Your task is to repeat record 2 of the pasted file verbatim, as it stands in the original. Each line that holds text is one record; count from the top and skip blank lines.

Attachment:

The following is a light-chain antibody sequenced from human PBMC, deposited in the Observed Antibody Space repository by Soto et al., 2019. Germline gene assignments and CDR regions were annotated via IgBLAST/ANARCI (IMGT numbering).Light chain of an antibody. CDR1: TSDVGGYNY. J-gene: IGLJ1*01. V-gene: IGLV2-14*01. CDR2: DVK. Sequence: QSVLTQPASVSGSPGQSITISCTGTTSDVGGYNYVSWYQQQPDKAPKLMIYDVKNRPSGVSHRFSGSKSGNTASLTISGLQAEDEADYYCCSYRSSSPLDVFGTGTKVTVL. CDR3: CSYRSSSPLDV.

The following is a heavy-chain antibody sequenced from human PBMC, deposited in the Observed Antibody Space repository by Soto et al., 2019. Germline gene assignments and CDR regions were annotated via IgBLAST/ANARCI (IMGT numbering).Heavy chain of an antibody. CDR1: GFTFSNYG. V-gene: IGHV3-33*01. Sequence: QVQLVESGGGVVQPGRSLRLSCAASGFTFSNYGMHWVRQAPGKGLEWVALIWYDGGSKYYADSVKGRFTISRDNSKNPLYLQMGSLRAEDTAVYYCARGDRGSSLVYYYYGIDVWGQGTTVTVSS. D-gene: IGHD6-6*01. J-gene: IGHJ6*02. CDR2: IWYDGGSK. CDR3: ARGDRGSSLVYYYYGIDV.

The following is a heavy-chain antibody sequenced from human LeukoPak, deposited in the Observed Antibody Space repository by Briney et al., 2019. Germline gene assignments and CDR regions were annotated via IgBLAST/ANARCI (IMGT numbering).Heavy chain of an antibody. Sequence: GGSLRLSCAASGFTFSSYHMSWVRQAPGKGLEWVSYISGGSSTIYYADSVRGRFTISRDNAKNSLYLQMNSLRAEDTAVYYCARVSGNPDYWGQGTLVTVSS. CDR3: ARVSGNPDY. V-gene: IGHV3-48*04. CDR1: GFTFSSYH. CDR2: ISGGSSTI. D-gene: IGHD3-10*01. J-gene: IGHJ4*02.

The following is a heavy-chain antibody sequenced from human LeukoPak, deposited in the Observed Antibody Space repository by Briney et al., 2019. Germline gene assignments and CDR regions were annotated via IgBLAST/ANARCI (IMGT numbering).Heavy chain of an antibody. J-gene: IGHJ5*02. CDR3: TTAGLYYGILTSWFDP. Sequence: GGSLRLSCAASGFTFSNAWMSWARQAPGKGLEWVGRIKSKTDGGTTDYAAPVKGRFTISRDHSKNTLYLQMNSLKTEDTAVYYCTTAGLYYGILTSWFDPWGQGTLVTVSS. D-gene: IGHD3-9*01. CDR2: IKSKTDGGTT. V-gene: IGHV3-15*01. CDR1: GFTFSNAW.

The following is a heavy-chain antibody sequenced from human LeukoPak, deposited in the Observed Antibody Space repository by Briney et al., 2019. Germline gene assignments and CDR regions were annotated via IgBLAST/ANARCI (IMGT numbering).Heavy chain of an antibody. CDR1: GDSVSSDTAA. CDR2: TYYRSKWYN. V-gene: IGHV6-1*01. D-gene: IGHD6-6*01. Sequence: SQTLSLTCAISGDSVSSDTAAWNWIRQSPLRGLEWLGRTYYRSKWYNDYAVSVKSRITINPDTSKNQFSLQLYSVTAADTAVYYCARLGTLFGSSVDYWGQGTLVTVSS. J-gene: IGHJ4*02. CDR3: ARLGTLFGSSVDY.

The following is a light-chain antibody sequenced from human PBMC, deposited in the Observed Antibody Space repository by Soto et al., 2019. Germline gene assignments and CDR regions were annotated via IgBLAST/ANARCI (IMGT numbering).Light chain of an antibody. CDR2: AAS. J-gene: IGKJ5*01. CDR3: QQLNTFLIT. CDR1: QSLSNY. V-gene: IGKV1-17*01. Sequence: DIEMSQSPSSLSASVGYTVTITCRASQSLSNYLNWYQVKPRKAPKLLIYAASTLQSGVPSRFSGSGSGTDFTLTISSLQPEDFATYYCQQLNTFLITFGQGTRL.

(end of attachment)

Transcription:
The following is a heavy-chain antibody sequenced from human PBMC, deposited in the Observed Antibody Space repository by Soto et al., 2019. Germline gene assignments and CDR regions were annotated via IgBLAST/ANARCI (IMGT numbering).Heavy chain of an antibody. CDR1: GFTFSNYG. V-gene: IGHV3-33*01. Sequence: QVQLVESGGGVVQPGRSLRLSCAASGFTFSNYGMHWVRQAPGKGLEWVALIWYDGGSKYYADSVKGRFTISRDNSKNPLYLQMGSLRAEDTAVYYCARGDRGSSLVYYYYGIDVWGQGTTVTVSS. D-gene: IGHD6-6*01. J-gene: IGHJ6*02. CDR2: IWYDGGSK. CDR3: ARGDRGSSLVYYYYGIDV.